Japan is infamous for it's rainy season (tsuyu・つゆ・梅雨) that lasts from June all the way until mid July. The days are hot, humid, and rainy. Usually not a day goes by without some rain. In other words, "it's not the heat - it's the humidity," and you can't even catch a good ol' fashioned southern breeze here. Where's the sweet ice tea??
As for the research, coming together (little by little), my supervisor came back after being awhile and we decided on proceeding with the objective: trade off between direct GHG mitigation of AWD and lower yield, possibly leading to indirect land use change and "carbon leakage." Just have to revamp my lit search a bit to include the new terms "indirect land use change" and "carbon leakage." Shouldn't be too difficult, I'm also going to check around for some general LCA books, it'd be grand if they had one that related to agriculture.
As for the non-research related front, spent the weekend moving into my my accommodation, not too shabby. Larger than the hotel of course by still small, even for Japan standards. It's about a 50 min walk to the research facility and 30 min walk to the main train station so that's pretty convenient. After the move, I ventured into Tokyo to revisit the old sights and sounds of the city. Still can't get over how true this video is...and it's already a number of years old.
Yesterday we participated in the annual "Sanaburi" festival to celebrate the completion of the rice transplanting. It was good craic and great food was to had by all. I'm surprised by international atmosphere here, much more international than I first thought. With many of the researchers and staff coming from different countries it was a great way to share and experience other people's culture and food. Many of the Japanese that worked abroad from some time brought back to Japan the recipes they learned while being overseas. A great way to broaden one's horizons.
Glad that it's Friday and I'll be moving out of the hotel and into a proper accommodation tomorrow (closer to Tsukuba station) which will make my commute into Tokyo that much more easy. I still plan on walking to JIRCAS as I don't have a car and the public transport is lacking here (one bus a day at an odd time).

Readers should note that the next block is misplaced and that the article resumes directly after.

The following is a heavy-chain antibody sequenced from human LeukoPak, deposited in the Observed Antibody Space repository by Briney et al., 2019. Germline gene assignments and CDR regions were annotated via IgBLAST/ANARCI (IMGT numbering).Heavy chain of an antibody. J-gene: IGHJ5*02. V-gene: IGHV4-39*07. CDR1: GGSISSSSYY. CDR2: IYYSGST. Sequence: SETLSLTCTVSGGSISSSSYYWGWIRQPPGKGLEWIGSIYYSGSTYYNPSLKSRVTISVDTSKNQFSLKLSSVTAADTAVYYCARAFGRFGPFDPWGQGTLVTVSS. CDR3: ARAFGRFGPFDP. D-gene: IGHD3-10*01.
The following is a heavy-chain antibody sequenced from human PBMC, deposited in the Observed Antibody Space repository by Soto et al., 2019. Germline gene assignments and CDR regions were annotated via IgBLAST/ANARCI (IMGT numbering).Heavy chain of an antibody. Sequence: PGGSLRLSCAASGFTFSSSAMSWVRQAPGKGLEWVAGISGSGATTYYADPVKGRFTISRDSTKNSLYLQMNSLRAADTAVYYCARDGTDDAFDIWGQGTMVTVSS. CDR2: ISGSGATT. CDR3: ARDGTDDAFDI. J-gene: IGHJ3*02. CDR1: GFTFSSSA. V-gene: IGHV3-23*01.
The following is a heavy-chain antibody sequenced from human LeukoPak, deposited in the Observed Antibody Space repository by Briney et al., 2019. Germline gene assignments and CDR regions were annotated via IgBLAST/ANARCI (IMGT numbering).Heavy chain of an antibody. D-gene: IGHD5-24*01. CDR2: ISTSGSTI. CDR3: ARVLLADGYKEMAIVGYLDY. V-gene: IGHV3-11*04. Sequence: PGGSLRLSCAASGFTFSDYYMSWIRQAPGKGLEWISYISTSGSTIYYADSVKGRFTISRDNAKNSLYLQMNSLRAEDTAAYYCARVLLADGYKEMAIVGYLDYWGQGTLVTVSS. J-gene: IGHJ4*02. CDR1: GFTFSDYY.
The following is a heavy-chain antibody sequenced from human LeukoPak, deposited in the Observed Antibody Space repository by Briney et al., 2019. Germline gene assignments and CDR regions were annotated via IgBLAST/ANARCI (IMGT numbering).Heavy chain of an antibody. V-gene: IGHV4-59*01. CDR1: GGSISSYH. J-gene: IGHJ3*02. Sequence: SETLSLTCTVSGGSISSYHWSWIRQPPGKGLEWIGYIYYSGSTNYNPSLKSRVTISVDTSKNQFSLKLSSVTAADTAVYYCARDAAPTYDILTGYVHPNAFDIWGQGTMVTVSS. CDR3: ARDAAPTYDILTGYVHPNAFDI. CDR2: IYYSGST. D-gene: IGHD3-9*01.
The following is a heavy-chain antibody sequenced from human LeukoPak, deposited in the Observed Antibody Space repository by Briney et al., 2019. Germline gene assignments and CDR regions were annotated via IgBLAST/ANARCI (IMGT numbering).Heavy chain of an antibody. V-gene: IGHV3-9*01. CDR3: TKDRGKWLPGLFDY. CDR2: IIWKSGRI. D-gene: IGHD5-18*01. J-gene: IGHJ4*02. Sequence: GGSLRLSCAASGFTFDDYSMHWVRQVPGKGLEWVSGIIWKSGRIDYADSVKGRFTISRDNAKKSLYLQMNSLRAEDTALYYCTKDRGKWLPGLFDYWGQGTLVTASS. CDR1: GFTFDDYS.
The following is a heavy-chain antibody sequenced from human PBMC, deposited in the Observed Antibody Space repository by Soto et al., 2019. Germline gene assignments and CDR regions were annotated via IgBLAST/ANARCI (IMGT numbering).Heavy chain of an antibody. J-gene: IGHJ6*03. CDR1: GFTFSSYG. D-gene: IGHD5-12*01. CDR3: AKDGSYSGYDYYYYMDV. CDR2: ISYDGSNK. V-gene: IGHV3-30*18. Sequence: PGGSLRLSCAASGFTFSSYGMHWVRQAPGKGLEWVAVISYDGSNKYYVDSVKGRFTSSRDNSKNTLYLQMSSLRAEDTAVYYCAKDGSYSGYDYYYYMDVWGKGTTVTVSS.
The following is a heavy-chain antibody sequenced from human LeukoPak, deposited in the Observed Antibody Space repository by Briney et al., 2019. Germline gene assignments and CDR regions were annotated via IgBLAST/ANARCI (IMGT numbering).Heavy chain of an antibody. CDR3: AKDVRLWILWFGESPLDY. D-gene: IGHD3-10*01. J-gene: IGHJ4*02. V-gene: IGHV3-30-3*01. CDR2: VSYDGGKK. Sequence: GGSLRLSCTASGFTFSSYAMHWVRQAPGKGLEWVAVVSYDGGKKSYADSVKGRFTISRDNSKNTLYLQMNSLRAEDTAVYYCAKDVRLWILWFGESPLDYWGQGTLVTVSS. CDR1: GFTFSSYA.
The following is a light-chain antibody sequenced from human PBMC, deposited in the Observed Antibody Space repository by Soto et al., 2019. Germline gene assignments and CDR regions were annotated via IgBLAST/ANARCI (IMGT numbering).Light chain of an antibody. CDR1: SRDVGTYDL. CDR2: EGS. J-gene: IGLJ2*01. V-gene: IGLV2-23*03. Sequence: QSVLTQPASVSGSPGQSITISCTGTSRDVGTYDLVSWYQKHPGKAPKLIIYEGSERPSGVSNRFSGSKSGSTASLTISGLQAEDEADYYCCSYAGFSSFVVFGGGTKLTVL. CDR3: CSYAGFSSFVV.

The walk itself wont be bad at all, I even tried it last week, took about 50 minutes or so? Not bad at all compared to some of the previous commute-walks I've done in the past. Back when I worked in Tokyo I often opted walking the 2 hours back to my residence in lieu of taking the stifling trains that abound in Tokyo. After that when I found my self working in Melbourne I would often walk back to mt apartment while exploring new areas along the way. I still get a kick about telling the Japanese that I walk/will walk...in a country where it seems walking is a cardinal sin as people tend to take the elevator/escalator for one flight or take the train/bus to go less than half a mile. I guess they would prefer waiting then getting the job done. After all, this is the country where waiting for something and waiting in lines is the true national past time where sometimes people wait in line for more than 2 hours to get a special coffee. Guess my nickname, 'the harbinger of walking,' holds true once again.
Off to see the new Godzilla movie tonight, I mean how is watching Godzilla in Japan not the true Japanese experience.
Starting next month the rainy season (tsuyu・梅雨) will be in full swing, but even now one can feel the changes in the air. From late last night there was a pleasant drizzle that lasted until this afternoon. On this morning's walk to work I was fortunate enough to see some nice sunshowers. It reminded me of the weather around Galway Bay and plucked my heart strings. Even in this drizzle the Japanese rely on umbrellas...the way they avoid even the slightest drizzle makes one think they are made of sugar and would dissolve after the smallest rain drop falls on their head.
"When rain falls from a blue sky, in the Hour of the Horse, the Great Fox King takes his bride" - Masaoka Shiki, Meiji Period poet
In Japan, when the sun shines through rain, the foxes (the shape-shifting tricksters of Japanese folklore) hold their weddings. In Japanese, it is known as 「kitsune no yomeiri・狐の嫁入り」, and when translated means the "fox's bride taking." As pretty as these may be to watch, they are bad luck as the viewer will be entangled by the fox's magic powers and bad things will follow. Thus, when this weather happens, parents often tell their children to play indoors to avoid seeing these weddings (perhaps just a way to keep kids inside so they don't catch a cold).
There are quite a few depictions of this even in Japanese art and media, one of my favorites was brought to the silver screen in the 1990 picture called, "Dreams" by Akira Kurosawa (link below to watch part of it).